St Thomas Aquinas presents five ways of demonstrating God’s existence based on observation in his Summa Theologica (1,2,3). The first four of these ways are Cosmological arguments, reasoning from observations of movement, efficient causation, contingency and grades of perfection in the universe a posteriori to the conclusion that God as a Prime Mover, uncaused cause, necessary being and supreme perfection must exist. The fifth way is a teleological argument, reasoning from observation of order and purpose (teleology) in the universe a posteriori to the existence of an intelligent designer “which is what everybody calls God.” Clearly, Aquinas saw both Cosmological and Teleological Arguments as persuasive arguments for God’s existence, however the Teleological Argument offers better support to the God of Christian worship than the Cosmological Argument does.
David Hume criticised cosmological arguments in his Dialogues Concerning Natural Religion (1779). His character Philo pointed out that it is based on limited observations of the universe. For all we know there might be uncaused things out there… as indeed Quantum Physics and Particle Physics has since shown to be the case. Further, the argument is based on the fallacy of composition, the assumption that just because the parts of the universe have a cause that the whole universe must have a cause. As Bertrand Russell later pointed out; just because all men have mothers doesn’t mean that the human race has a mother, it could be that the universe is a “brute fact”. Hume’s criticisms of the cosmological argument are difficult to overcome. While it is fair to say that Hume’s claims about the limitations of human observations as the basis for knowledge about natural laws are just as much of a problem for science as they are for religion, his other criticisms hit hard. In truth, the universe might, for all we know, be uncaused or be its own cause. It is fair to ask why what is true of the part should also have to be true of the whole. Although William Lane Craig argues that the cosmological argument – at least in his own Kalam version, which stops short of concluding that the Prime Mover is “what everybody calls God” – is the best support for the reasonableness of faith, his claims about the impossibility of an actual infinite and about the Big Bang theory needing a cause have been shown to be mistaken by critics such as Erik Sotnak and Stephen Hawking. While the cosmological argument might superficially seem to be supported by Big Bang theory, in reality Cosmology shows that the idea of causation cannot apply outside the space-time matrix of our universe. While it seems incredible, as Terry Pratchett quipped, science proposes that “in the beginning there was nothing, which exploded.” It is clear, therefore, that the cosmological argument is not persuasive.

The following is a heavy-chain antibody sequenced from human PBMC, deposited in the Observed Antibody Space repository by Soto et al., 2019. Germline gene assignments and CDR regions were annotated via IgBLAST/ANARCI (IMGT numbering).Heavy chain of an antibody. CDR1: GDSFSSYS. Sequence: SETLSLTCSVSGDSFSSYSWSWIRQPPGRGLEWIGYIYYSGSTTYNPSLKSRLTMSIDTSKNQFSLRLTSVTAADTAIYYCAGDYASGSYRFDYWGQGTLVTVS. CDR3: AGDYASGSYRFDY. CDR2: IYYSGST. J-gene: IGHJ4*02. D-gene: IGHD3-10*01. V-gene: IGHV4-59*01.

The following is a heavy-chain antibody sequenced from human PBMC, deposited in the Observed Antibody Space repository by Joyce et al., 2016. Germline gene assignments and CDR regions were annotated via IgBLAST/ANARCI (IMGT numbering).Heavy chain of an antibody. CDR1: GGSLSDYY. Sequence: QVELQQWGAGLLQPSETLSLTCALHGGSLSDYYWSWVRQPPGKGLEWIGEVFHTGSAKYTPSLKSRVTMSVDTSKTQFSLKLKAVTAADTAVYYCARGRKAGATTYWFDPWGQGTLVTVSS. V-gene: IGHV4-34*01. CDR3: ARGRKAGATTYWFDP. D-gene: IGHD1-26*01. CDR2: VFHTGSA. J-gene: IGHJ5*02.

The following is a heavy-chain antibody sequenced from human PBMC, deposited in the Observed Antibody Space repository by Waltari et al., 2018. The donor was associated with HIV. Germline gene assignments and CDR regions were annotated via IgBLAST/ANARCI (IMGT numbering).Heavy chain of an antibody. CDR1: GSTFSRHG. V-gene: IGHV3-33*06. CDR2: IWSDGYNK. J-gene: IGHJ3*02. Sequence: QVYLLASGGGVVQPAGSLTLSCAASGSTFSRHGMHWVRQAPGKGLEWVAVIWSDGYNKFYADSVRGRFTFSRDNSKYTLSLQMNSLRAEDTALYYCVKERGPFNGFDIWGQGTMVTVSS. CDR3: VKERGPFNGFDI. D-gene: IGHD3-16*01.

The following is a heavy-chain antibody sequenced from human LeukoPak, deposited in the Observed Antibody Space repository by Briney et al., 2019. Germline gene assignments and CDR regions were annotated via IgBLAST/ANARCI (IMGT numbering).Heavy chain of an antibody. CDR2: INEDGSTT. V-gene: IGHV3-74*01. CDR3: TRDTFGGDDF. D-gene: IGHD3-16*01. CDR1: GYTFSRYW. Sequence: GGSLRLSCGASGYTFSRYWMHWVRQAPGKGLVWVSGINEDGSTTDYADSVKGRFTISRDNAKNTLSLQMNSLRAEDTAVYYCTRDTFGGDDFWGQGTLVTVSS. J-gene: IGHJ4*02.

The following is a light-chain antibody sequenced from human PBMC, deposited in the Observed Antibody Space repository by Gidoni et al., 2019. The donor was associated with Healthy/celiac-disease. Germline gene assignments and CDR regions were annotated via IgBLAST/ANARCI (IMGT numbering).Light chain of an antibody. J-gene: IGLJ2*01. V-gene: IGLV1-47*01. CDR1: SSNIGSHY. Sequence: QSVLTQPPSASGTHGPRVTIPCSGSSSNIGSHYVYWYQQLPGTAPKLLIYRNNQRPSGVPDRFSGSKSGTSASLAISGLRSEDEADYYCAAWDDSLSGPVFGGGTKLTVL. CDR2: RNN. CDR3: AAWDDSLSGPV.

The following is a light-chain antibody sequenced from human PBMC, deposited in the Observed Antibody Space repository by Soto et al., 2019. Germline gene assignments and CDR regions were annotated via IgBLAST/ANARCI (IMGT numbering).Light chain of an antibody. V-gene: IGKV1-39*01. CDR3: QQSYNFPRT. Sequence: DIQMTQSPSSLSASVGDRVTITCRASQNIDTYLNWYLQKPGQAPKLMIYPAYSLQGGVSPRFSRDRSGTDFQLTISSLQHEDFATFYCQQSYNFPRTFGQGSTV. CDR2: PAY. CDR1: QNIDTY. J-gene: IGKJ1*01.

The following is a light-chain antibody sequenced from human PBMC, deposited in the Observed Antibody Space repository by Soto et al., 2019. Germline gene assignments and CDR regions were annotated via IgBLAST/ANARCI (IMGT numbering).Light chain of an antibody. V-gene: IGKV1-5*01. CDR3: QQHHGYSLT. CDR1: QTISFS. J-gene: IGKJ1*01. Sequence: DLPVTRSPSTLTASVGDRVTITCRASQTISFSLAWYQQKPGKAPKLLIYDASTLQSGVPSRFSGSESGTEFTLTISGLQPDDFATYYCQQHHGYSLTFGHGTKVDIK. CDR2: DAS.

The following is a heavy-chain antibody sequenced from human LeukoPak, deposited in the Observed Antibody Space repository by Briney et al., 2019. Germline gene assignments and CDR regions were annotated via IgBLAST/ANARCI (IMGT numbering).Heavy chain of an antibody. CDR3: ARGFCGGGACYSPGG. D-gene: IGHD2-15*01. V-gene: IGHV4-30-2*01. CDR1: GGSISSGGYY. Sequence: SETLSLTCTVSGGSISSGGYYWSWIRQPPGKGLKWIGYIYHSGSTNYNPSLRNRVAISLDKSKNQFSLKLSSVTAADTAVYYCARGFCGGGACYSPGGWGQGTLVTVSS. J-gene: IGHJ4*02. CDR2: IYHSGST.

Hume’s character Philo also attacked the teleological argument in the Dialogues, criticising the tendency to make the argument using inappropriate analogies and pointing out apparent imperfections in the design of the universe, which might undermine the idea that the designer would be perfect. Later, both Charles Darwin and JS Mill pointed out the brutality in nature and reasoning that an Ichneumon wasp could not have been designed by the God of Christianity.
“Nearly all the things which men are hanged or imprisoned for doing to one another are nature’s everyday performances.” Mill: Three Essays on Religion